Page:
The role of deformation in the formation of banded iron formation-hosted high-grade iron ore deposits, Hamersley Province (Australia)

Mathias S. Egglseder, Alexander R. Cruden, Hilke J. Dalstra, Leigh Nicholas

Research output: Contribution to journalArticleResearchpeer-review

5 Citations (Scopus)


The Hamersley Province (Western Australia) hosts some of the world's largest iron ore deposits but despite decades of research, their genesis is still extensively debated. Many iron ore deposits are hosted in complexly deformed Archean to Paleoproterozoic banded iron formations, comprising thin chert and iron oxide bands interlayered with silicate-rich shales and carbonates. Current iron ore genesis models have identified a strong structural control on ore formation linked to extensive hypogene and supergene fluid circulation along fault structures. These fluid pathways facilitate the removal of vast amounts of gangue minerals, leading to enrichment of the iron oxide residue to iron ore. However, the evolution of the associated structures has not yet been considered as a key element in ore genesis. Here we show through multiscale structural analyses that deformation not only forms suitable fluid channels, but that folding and shearing also result in significant synkinematic removal of gangue minerals. Our multidisciplinary investigation of the structural evolution of the Mount Tom Price deposit combines microtectonic, field geology and 3D implicit modelling techniques to establish a link between deformation structures at various scales. Microscale shear bands and outcrop-scale asymmetric parasitic folds share striking similarities in their evolution and their controlling mechanisms. Both features record substantial non-coaxial deformation accompanied by volume changes due to stress-induced silica remobilisation. The closely spaced layering of rheologically different lithologies within Hamersley Province strata plays a crucial role in complex multilayer deformation, which resulted in extensive strain partitioning. Our study suggests that deformation was of major significance in the upgrading of banded iron formation to iron ore and was active from the early stages of banded iron formation during diagenesis. Deformation structures also established a micro- to deposit-scale lateral and vertical fluid network, which enabled infiltration by hypogene and supergene fluids during or after deformation. These new insights have important implications for iron ore genesis models, structural applications in the mine environment, and for understanding complex multilayer deformation with volume loss.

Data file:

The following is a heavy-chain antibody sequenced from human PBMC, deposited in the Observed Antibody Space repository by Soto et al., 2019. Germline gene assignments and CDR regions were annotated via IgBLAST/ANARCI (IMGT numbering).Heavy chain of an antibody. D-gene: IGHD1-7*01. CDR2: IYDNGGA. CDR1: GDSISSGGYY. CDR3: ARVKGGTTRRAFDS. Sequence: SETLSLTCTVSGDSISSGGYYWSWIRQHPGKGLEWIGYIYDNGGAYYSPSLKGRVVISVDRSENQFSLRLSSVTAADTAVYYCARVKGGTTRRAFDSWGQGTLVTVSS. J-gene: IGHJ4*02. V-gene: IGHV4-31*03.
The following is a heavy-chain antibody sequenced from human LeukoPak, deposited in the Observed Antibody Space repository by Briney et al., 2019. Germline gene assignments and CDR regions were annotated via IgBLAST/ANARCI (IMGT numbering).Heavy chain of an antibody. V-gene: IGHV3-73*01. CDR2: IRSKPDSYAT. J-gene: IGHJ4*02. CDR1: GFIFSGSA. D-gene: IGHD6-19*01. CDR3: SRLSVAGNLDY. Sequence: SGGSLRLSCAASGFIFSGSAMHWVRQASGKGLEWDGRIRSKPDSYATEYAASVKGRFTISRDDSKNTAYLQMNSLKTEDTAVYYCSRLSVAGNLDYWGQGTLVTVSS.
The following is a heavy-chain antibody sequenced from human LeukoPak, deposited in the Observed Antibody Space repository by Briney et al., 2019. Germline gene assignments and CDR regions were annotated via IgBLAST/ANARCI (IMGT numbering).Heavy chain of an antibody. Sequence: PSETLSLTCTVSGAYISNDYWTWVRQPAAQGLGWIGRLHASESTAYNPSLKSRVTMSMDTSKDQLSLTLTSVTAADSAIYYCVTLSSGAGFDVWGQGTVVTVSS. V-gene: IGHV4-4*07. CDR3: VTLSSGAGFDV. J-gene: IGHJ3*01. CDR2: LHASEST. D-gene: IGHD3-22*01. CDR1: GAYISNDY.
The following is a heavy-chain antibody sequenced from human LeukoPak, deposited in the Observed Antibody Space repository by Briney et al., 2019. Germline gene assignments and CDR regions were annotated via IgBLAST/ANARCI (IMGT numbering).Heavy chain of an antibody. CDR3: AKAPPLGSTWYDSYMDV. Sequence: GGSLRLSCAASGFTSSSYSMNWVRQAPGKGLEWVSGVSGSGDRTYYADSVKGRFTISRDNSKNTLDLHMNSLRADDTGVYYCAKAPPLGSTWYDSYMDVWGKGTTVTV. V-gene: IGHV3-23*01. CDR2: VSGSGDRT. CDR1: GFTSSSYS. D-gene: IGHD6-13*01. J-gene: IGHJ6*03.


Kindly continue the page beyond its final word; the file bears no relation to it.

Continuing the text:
Original languageEnglish
Pages (from-to)62-77
Number of pages16
JournalPrecambrian Research
Publication statusPublished - 1 Jul 2017


  • Banded iron formation
  • Dissolution–precipitation creep
  • Hamersley Province
  • Iron ore
  • Multilayer deformation
  • Sub-simple shear

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